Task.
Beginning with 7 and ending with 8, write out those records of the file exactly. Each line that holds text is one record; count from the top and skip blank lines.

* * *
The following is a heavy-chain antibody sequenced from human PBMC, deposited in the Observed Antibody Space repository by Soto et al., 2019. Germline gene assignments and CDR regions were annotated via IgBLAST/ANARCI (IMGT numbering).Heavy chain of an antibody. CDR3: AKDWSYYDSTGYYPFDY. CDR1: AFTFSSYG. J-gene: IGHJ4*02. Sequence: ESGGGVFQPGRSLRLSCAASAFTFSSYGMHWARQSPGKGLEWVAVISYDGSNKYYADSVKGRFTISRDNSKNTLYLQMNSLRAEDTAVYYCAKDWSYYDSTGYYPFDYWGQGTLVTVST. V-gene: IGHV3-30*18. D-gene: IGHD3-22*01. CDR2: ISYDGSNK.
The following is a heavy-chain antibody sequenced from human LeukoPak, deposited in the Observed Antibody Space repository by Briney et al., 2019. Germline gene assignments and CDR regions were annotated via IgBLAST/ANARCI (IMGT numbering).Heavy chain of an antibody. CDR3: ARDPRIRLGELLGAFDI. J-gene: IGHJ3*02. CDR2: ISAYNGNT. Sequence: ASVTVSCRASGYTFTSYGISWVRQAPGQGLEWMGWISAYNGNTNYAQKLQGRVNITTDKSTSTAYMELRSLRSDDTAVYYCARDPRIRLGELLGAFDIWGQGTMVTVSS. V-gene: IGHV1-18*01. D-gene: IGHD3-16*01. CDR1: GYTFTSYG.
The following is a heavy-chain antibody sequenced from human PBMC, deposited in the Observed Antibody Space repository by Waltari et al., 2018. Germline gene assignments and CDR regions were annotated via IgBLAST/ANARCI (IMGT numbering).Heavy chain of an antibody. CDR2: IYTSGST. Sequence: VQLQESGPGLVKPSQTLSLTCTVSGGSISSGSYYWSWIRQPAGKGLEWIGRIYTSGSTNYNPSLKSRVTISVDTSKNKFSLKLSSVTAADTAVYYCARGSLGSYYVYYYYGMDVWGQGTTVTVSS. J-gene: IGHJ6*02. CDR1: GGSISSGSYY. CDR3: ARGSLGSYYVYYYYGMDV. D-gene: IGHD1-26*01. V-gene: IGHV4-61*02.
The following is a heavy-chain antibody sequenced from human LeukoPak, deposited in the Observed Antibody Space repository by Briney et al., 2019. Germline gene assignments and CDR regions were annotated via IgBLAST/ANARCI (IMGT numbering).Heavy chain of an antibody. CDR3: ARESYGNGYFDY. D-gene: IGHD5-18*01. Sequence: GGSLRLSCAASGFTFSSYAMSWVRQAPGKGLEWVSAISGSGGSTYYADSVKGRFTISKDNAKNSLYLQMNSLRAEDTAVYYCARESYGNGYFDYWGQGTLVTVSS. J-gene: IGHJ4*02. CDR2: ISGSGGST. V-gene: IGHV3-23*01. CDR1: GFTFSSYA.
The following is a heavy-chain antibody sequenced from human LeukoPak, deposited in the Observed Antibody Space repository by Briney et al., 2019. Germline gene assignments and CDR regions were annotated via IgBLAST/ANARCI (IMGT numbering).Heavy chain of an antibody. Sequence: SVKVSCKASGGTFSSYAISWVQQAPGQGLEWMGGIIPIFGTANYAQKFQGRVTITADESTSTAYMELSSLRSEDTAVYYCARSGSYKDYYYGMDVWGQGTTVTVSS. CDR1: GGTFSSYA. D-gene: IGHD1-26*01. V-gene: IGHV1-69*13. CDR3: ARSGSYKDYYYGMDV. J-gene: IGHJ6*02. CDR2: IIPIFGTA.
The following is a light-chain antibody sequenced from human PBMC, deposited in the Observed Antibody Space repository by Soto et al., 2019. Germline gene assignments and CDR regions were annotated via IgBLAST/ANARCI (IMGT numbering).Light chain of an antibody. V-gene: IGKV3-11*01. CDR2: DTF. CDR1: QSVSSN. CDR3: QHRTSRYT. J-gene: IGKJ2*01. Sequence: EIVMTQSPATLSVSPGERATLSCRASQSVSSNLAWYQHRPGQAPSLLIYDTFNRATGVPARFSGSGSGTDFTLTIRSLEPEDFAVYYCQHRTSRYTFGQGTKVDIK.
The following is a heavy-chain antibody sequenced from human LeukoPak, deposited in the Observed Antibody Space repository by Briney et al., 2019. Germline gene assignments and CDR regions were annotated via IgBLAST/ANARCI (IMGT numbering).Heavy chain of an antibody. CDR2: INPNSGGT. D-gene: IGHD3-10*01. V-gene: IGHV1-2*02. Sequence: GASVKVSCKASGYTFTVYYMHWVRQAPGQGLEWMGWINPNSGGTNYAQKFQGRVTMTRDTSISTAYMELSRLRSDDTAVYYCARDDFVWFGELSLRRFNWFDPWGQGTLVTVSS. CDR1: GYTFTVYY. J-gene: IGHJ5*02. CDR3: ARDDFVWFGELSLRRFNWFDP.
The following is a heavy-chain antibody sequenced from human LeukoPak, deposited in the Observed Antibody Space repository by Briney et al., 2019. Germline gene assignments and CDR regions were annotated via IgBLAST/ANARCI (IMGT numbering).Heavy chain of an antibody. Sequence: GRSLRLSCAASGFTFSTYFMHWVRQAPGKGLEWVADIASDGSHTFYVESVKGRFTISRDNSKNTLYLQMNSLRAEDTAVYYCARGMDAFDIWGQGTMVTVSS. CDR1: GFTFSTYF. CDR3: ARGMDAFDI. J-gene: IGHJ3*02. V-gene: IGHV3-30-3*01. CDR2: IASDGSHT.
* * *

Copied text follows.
The following is a heavy-chain antibody sequenced from human LeukoPak, deposited in the Observed Antibody Space repository by Briney et al., 2019. Germline gene assignments and CDR regions were annotated via IgBLAST/ANARCI (IMGT numbering).Heavy chain of an antibody. CDR2: INPNSGGT. D-gene: IGHD3-10*01. V-gene: IGHV1-2*02. Sequence: GASVKVSCKASGYTFTVYYMHWVRQAPGQGLEWMGWINPNSGGTNYAQKFQGRVTMTRDTSISTAYMELSRLRSDDTAVYYCARDDFVWFGELSLRRFNWFDPWGQGTLVTVSS. CDR1: GYTFTVYY. J-gene: IGHJ5*02. CDR3: ARDDFVWFGELSLRRFNWFDP.
The following is a heavy-chain antibody sequenced from human LeukoPak, deposited in the Observed Antibody Space repository by Briney et al., 2019. Germline gene assignments and CDR regions were annotated via IgBLAST/ANARCI (IMGT numbering).Heavy chain of an antibody. Sequence: GRSLRLSCAASGFTFSTYFMHWVRQAPGKGLEWVADIASDGSHTFYVESVKGRFTISRDNSKNTLYLQMNSLRAEDTAVYYCARGMDAFDIWGQGTMVTVSS. CDR1: GFTFSTYF. CDR3: ARGMDAFDI. J-gene: IGHJ3*02. V-gene: IGHV3-30-3*01. CDR2: IASDGSHT.